Kholisile Dhliwayo is a Master in Design Studies candidate at the Harvard Graduate School of Design. He is deeply committed to leveraging art, culture, and technology to facilitate more equitable built environments. As a licensed architect in the US and Australia, he brings extensive expertise from his involvement in projects spanning 14 years across several regions, including Australia, Canada, Thailand, the US, and Zimbabwe.
Kholisile believes the architecture that defines public and private spaces is a manifestation of cultural and political constructs. These structures have historically perpetuated disenfranchisement. Alarming statistics reveal that 1.9% of architects in the US are Black, and an even smaller percentage, less than 0.5%, are Black women (NCARB – NBTN Demographics 2022). Top-down decision-making, design processes, and a lack of representation enable the status quo to continue. Kholisile believes we need to look beyond the vocations to frameworks of operation that affirm community agency. Because of this, he initiated the Black Diasporas project, a community-led endeavor that manifests as an ecosystem of geolocated oral narratives. The project aims to challenge stereotypes, foster relationships, and build cultural appreciation between different Black communities: Black voices telling their own stories about their cities. This project received the community innovation award from the Victorian State Government of Australia and ArchiTeam cooperative for their Naarm-Melbourne edition.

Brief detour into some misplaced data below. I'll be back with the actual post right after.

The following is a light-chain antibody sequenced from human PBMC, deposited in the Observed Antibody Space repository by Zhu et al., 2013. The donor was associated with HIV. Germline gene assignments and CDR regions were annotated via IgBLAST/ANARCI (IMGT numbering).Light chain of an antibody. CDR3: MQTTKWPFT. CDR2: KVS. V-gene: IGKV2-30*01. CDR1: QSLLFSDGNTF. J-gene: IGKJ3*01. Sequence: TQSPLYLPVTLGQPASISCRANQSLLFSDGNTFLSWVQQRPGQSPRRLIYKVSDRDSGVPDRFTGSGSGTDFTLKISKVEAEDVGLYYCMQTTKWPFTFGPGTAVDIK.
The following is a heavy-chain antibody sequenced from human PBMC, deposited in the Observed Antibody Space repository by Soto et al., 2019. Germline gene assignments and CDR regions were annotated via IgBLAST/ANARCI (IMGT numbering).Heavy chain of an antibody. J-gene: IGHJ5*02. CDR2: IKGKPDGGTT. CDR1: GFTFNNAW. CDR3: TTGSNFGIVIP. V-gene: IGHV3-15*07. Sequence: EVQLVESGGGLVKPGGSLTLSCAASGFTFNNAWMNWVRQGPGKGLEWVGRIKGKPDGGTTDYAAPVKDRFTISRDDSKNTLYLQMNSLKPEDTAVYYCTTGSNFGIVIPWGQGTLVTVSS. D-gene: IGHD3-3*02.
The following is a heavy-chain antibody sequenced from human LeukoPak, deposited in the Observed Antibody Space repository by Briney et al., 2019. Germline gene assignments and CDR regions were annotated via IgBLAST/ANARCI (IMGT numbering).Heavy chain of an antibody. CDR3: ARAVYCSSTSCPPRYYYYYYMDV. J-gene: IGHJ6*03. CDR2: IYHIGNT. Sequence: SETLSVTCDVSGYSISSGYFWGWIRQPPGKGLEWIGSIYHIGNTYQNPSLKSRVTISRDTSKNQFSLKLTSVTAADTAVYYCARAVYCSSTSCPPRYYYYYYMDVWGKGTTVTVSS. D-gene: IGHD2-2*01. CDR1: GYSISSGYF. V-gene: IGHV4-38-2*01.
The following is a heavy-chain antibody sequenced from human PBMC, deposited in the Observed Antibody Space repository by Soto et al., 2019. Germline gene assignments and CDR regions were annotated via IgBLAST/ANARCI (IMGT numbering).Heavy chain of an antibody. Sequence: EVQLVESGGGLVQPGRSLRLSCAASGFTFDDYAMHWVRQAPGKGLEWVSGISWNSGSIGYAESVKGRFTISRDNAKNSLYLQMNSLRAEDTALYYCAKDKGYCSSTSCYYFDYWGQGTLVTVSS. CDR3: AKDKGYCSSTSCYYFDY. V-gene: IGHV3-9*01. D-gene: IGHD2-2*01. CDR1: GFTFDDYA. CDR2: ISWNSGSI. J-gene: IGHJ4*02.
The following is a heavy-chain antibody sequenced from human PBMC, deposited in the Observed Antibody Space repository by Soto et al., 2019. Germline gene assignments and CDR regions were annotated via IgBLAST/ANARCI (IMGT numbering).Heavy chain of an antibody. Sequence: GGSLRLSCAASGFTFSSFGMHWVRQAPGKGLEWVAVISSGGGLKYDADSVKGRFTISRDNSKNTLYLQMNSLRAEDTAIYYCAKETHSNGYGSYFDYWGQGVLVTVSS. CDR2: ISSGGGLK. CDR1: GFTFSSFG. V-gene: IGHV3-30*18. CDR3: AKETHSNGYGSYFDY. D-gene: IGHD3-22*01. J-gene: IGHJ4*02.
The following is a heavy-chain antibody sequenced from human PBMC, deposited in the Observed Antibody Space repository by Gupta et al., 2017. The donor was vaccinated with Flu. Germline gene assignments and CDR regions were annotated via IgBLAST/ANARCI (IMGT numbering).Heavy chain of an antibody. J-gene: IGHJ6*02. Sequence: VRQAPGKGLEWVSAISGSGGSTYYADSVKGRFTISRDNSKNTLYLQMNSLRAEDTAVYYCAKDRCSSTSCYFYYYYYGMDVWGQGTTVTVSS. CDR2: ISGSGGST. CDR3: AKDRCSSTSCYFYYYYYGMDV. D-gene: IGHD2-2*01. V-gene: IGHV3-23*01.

As a Cheng Fellow, Kholisile is dedicated to establishing methodologies that acknowledge, facilitate, and celebrate community cultural practices and knowledge systems: neighborhoods and cities that reflect the identities, histories, and aspirations of the people who inhabit them.